Coastal Law professor to aid in Nepal Constitutional reform

Professor David Pimentel is among eight Americans, only person from Florida invited.

Florida Coastal School of Law professor David Pimentel will travel to Nepal this week, in an effort to help reestablish the former monarchy and Hindu State’s Constitution. An expert in international court governance, Pimentel will focus exclusively on judicial reform during the three-day conference.

The Communist Party of Nepal (Maoist) won the largest number of seats in the Constituent Assembly election held on April 10, 2008. The Party has since insisted on the abolition of the monarchy, with Nepal transitioning to a democracy with an elected leader.
Pimentel is one of only eight U.S. legal experts and the only one from Florida who has been invited to help Nepal with its constitutional conference this week.
One of the big issues Pimentel believes will be tackled is Nepal's currently corrupted government. The American system of checks and balances, with its judicial branch, could act as a safeguard, he said, but simply copying the U.S. governing model overseas would not be a solution.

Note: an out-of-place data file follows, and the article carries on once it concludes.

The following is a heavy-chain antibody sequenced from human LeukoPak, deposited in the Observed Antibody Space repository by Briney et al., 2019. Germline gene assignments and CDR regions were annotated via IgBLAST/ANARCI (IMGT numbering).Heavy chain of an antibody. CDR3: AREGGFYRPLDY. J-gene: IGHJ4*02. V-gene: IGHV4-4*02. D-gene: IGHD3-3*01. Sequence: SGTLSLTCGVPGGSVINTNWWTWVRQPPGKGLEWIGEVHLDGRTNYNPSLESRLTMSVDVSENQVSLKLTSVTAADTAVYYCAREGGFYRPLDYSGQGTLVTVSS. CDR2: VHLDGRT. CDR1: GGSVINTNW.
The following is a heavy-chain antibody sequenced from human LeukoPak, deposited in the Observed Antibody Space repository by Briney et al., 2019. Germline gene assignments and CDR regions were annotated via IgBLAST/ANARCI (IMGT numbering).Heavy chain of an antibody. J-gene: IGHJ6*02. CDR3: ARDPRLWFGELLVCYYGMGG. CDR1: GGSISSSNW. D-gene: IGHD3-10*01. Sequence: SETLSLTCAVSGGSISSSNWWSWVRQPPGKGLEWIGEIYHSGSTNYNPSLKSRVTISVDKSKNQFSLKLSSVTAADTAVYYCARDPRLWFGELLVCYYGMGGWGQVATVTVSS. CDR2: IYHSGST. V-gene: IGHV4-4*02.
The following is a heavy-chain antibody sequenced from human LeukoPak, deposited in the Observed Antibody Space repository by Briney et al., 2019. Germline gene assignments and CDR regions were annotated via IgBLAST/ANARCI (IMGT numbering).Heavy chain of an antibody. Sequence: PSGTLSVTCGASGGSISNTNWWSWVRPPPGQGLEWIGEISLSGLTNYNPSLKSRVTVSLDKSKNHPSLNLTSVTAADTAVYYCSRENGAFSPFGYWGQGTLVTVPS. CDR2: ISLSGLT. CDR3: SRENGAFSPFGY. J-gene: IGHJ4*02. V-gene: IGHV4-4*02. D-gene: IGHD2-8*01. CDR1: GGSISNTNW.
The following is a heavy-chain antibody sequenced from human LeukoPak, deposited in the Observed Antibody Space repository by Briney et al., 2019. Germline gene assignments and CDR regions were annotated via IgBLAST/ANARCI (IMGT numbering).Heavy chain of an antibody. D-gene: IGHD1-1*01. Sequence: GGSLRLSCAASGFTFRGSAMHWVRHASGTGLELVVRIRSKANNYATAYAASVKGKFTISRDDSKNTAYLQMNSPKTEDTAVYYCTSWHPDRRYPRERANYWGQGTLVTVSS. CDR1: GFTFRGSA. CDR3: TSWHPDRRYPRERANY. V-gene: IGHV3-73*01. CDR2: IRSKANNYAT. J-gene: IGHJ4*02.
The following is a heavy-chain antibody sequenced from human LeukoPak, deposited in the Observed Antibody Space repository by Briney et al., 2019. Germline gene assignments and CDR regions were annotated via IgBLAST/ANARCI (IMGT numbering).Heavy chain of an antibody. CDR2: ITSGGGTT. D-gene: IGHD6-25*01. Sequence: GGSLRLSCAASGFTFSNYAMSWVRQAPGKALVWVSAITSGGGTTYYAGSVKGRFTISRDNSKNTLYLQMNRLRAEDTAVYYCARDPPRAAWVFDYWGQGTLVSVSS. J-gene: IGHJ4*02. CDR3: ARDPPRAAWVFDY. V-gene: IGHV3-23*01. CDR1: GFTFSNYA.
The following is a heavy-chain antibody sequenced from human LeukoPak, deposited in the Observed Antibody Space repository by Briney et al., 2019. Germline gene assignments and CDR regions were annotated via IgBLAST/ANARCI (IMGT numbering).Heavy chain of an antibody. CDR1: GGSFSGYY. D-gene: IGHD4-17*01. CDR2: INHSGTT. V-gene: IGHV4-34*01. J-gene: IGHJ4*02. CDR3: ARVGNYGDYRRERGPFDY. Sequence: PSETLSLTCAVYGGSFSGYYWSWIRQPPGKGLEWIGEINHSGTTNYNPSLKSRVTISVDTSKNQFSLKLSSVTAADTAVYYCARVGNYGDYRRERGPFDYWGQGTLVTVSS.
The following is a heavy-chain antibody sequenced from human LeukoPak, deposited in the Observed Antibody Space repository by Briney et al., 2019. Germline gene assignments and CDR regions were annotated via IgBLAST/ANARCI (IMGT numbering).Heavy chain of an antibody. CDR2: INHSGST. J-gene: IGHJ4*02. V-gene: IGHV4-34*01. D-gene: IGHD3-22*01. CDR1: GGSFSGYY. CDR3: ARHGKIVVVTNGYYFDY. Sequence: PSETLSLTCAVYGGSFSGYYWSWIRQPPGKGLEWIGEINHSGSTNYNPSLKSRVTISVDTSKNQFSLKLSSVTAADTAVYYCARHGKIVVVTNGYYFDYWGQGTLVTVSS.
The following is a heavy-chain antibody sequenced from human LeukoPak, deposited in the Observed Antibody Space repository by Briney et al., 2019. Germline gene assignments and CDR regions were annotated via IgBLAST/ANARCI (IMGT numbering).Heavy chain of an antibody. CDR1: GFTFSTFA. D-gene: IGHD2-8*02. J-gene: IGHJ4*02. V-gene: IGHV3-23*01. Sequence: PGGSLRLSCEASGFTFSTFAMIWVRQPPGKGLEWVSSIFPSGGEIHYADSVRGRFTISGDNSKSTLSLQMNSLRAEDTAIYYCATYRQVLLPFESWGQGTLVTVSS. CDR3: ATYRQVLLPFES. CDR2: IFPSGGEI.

"You have to be very sensitive diplomatically because there is always a certain amount of suspicion that you are an American, so all you want to do is to export American-style justice," he said. "The rest of the world is real leery about that, especially after the American intervention in Iraq."
Pimentel previously headed Rule of Law efforts in the Sudan for the United Nations mission there in 2006. He was also instrumental in reforming Bosnia's court system after the Dayton Peace Accords ended the war in the Balkans in the 1990s.

Though unsure if he will return to Nepal as formal Constitutional restructuring moves forward, Pimentel is hopeful his skill-sets will be called upon in the coming months.

“If my recommendations are taken,” he said. “I feel confident I can be of great assistance to Nepal. I’d love to be a part of paving the way towards creating a better life for them.”